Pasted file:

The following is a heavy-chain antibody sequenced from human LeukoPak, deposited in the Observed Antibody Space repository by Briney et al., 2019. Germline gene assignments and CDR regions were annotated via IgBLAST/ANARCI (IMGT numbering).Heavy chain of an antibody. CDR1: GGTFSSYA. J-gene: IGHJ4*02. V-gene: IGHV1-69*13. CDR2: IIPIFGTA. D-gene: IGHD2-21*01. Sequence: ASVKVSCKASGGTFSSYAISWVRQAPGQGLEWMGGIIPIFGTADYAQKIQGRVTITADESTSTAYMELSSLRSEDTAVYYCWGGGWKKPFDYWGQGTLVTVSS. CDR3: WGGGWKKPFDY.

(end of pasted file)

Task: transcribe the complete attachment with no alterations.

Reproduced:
The following is a heavy-chain antibody sequenced from human LeukoPak, deposited in the Observed Antibody Space repository by Briney et al., 2019. Germline gene assignments and CDR regions were annotated via IgBLAST/ANARCI (IMGT numbering).Heavy chain of an antibody. CDR1: GGTFSSYA. J-gene: IGHJ4*02. V-gene: IGHV1-69*13. CDR2: IIPIFGTA. D-gene: IGHD2-21*01. Sequence: ASVKVSCKASGGTFSSYAISWVRQAPGQGLEWMGGIIPIFGTADYAQKIQGRVTITADESTSTAYMELSSLRSEDTAVYYCWGGGWKKPFDYWGQGTLVTVSS. CDR3: WGGGWKKPFDY.